Louie sips from his water bottle, which everyone knows is actually filled to the brim with an earthy Malbec.
As drunk as he is, Louie has a point: Blue raspberry isn’t going anywhere. In seeming acknowledgement of that fact, he stands up, tips his beret to the assembled group, and drunkenly stumbles out of the conference room.
No one chooses to speak up about the Pepe Le Pew level of harassment the cerulean French stereotype has been accused of recently.
Lil Orphan Orange pipes up again, “Let’s just get rid of the crazy one.”
Sir Isaac Lime chimes in again, “Orange, perhaps that’s… insensitive? And I believe our friend Strawberry has been provided a reasonable accommodation in accordance with the Americans With Disabilities Act. I believe if the company were to fire her, we would all be out of a job, due to the cost of legal fees alone!”
Cosmic Coconut takes off her astronaut helmet to speak, having an intense need to always stay in character. “Perhaps instead of cutting one of us from the roster, we should talk to management about giving Strawberry a name that is more respectful and less stigmatizing towards the mental health crisis?”
“Not this woke bullshit again,” interjects Lil’ Orphan Orange. “While we’re at it, let’s send Poncho Punch back home over the border and keep her away from our hard-earned dollars by finally building that dang gum wall.”
Punch interjects, aghast, not used to being assertive, “I was born in New Jersey!”
Major Mango, always the diplomat, struggles to share her criticism even-handedly. “Then maybe you want to wear an outfit that is less… culturally appropriative?”
Punch responds, matter of factly. “The Latinx demographic is historically underserved, and I am happy to be their representative in the competitive world of water ice refreshment.”
As if timed perfectly, a string on the guitar she always carries around breaks and twangs a discordant note.
“Twang is a funny word, bruh.” He attempts to pass the joint to Alexander, who politely declines. DJ looks at him. “Dude, as a philosopher, this shit will REALLY free your mind.”
Anita Fruit Punch, the self-proclaimed feminist, and proudly out lesbian of the group, finally decides to speak up. “So, what the fuck we gonna do?” To accentuate her point, she slams her trademark volleyball on the floor.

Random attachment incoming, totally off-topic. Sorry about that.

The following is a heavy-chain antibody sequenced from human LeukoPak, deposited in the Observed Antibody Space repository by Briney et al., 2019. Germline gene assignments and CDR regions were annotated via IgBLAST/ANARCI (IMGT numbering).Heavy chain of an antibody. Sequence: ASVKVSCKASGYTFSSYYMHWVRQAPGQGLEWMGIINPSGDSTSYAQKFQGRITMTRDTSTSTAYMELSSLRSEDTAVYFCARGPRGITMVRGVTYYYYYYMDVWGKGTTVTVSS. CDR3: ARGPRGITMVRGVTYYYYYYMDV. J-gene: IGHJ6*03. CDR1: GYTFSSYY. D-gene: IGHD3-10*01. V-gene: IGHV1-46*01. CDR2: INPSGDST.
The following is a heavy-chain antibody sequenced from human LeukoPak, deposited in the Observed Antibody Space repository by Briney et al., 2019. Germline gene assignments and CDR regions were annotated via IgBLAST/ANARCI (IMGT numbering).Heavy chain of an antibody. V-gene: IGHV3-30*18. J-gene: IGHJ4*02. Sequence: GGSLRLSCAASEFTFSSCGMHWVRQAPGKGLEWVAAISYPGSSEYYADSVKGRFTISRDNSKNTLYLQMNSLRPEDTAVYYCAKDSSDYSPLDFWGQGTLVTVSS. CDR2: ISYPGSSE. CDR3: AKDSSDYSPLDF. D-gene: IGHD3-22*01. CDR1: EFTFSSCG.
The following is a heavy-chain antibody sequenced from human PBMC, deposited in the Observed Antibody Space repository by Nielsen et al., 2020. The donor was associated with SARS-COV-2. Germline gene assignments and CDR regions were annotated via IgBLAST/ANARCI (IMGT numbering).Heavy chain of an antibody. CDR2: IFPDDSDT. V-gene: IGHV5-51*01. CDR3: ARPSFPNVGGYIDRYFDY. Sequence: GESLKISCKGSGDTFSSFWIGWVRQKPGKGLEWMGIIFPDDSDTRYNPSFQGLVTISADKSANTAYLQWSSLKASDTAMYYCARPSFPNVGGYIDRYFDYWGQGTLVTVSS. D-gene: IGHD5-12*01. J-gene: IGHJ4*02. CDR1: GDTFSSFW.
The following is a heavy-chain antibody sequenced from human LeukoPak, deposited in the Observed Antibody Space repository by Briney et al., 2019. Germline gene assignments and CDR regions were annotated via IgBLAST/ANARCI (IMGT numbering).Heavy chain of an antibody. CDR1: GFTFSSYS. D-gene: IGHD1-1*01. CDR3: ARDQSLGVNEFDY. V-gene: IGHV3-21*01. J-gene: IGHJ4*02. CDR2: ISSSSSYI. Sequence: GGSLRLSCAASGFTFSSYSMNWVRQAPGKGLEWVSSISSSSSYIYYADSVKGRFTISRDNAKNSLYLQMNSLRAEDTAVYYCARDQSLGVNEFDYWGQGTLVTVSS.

Strawberry, prone to rambling, continues counting to ten, but louder this time.
Sir Isaac, having been the only one on the team with a credentialed academic degree and an understanding of behavioral disorders, tells everyone to shush. When Strawberry Short Kook gets agitated, it means she has something to say.
“Daresay, I believe the Kook… er… Ms. Strawberry may have something to share with the group.”
“It’s all in the numbers. I knew it. I told you all. It’s ALLLLLLLLLLLLLL in the numbers. In a value deluxe pack of 50, we each get five pops each. Five pops. Five pops. Five pops. If they make a mistake, they have to restart the production line and repack the entire box. Instead, if they do a random sampling of each of our flavors in every pack, they can move twice as quickly on the production line and save costs. And the odds work in our favor, where they should be at least one pop of every flavor in every box. If the math I’ve done on the walls of my room with the blood from the raccoon I found raiding the trash is correct, they won’t have to cut any of us. Goodbye.”
Kook stands up abruptly, throws up her middle fingers, and proceeds to run out the room ululating at the top of her lungs, screaming “Fuck capitalism!” as she rounds the corner.
The remaining crew looks at Lime expectantly.
Lil’ Orphan chimes in. “Well, is little Hannibal Lecter right??”
Lime does a quick mental calculation. “Yes, yes, I think she is,” and is met with silence.
DJ Tropicool, always good to break the awkward silence, “Yo, who wants to go do some bong rips in the break room?”